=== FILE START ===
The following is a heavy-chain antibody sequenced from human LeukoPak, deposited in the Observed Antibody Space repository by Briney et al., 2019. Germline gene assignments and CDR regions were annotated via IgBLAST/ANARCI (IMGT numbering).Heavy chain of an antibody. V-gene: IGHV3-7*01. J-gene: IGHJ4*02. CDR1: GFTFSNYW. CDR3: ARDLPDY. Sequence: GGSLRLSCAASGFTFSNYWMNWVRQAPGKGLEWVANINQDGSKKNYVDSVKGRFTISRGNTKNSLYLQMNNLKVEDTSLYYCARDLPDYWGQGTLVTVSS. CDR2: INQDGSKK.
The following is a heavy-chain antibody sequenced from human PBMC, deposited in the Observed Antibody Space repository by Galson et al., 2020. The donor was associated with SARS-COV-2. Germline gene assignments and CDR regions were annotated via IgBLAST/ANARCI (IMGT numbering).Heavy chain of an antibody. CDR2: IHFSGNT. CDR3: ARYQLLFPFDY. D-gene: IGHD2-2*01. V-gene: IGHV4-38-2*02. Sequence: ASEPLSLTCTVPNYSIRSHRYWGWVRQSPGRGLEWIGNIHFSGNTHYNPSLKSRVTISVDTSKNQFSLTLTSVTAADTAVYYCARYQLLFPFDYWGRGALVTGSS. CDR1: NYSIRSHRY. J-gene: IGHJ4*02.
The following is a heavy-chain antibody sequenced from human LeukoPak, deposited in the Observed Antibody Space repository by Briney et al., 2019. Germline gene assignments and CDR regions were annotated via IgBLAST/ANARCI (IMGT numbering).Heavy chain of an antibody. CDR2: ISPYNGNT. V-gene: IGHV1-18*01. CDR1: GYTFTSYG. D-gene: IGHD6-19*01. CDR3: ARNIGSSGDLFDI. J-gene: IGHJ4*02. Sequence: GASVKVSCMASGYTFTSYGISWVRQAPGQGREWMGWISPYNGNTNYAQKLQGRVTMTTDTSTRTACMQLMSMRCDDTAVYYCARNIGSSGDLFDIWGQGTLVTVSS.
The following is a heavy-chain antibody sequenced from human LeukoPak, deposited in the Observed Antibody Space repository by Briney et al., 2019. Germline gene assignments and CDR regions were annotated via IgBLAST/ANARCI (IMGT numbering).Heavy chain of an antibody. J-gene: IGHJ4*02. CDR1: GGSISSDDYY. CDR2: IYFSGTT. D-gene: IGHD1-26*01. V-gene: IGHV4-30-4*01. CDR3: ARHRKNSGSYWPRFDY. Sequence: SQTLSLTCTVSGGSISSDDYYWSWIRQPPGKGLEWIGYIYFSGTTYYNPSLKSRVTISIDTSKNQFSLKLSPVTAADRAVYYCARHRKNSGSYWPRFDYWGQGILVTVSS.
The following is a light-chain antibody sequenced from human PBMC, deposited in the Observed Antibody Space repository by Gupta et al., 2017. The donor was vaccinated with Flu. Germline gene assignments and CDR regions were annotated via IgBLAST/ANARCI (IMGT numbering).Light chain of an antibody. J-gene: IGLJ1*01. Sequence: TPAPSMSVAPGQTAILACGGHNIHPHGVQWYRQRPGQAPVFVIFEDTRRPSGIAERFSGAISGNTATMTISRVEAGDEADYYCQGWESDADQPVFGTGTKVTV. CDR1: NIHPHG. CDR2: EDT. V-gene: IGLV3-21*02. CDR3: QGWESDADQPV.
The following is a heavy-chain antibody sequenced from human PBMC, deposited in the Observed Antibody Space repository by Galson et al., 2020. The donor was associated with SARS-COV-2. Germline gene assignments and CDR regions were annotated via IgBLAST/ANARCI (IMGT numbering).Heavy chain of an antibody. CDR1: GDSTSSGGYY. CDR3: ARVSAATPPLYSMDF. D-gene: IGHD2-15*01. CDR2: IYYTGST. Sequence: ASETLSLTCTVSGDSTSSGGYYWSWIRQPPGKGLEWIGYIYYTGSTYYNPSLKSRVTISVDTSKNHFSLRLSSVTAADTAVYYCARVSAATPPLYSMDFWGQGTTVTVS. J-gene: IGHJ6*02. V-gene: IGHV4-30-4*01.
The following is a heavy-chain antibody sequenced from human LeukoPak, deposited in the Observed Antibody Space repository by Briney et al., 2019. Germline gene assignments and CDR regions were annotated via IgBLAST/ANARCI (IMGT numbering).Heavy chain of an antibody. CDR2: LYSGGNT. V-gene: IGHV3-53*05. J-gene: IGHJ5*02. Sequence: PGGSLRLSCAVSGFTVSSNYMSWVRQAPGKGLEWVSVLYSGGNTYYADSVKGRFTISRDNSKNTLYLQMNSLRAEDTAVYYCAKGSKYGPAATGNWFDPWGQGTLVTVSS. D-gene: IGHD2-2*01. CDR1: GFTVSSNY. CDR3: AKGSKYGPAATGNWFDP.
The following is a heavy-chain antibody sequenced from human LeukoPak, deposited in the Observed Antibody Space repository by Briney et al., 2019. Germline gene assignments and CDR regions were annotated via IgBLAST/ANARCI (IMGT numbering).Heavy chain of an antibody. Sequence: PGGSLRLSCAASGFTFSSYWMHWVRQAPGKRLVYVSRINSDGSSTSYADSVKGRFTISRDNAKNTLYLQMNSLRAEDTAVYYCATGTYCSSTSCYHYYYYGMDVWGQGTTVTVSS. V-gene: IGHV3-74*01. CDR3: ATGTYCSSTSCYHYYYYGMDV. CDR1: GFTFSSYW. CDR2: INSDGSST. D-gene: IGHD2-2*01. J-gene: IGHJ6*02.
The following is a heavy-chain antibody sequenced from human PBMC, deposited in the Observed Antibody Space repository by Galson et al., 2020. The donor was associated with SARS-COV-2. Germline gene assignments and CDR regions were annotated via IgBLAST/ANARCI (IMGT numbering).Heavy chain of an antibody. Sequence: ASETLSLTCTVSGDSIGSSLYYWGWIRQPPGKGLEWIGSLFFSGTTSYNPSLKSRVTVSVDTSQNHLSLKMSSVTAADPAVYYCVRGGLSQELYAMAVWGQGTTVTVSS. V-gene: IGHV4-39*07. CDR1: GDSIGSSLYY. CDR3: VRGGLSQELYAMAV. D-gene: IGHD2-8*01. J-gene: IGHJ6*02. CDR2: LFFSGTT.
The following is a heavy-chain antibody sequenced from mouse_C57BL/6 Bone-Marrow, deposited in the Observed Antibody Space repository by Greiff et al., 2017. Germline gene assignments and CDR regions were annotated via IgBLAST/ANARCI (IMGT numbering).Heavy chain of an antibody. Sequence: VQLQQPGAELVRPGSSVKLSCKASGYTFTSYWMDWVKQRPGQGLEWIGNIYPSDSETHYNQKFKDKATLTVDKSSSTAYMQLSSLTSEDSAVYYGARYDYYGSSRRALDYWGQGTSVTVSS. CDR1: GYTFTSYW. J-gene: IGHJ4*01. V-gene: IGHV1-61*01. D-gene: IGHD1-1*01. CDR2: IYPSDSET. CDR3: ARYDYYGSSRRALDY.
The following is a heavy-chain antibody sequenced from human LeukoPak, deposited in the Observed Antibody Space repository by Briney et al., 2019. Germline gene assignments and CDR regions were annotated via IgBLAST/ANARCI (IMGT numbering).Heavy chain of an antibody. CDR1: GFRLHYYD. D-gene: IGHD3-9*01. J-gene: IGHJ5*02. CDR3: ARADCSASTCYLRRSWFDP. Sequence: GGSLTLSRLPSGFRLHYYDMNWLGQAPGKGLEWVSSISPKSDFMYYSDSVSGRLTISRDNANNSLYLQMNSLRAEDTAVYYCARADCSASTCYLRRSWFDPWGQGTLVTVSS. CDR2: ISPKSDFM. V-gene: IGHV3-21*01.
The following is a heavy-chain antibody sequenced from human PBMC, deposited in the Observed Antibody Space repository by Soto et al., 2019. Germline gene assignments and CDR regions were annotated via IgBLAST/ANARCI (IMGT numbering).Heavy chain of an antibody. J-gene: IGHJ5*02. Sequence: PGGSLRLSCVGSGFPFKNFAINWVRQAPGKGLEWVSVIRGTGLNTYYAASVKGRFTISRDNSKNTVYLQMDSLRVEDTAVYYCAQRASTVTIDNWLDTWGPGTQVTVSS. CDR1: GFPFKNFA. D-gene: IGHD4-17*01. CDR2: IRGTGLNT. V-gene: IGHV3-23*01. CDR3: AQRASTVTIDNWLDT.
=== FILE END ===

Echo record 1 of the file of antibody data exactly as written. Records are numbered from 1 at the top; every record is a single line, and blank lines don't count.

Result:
The following is a heavy-chain antibody sequenced from human LeukoPak, deposited in the Observed Antibody Space repository by Briney et al., 2019. Germline gene assignments and CDR regions were annotated via IgBLAST/ANARCI (IMGT numbering).Heavy chain of an antibody. V-gene: IGHV3-7*01. J-gene: IGHJ4*02. CDR1: GFTFSNYW. CDR3: ARDLPDY. Sequence: GGSLRLSCAASGFTFSNYWMNWVRQAPGKGLEWVANINQDGSKKNYVDSVKGRFTISRGNTKNSLYLQMNNLKVEDTSLYYCARDLPDYWGQGTLVTVSS. CDR2: INQDGSKK.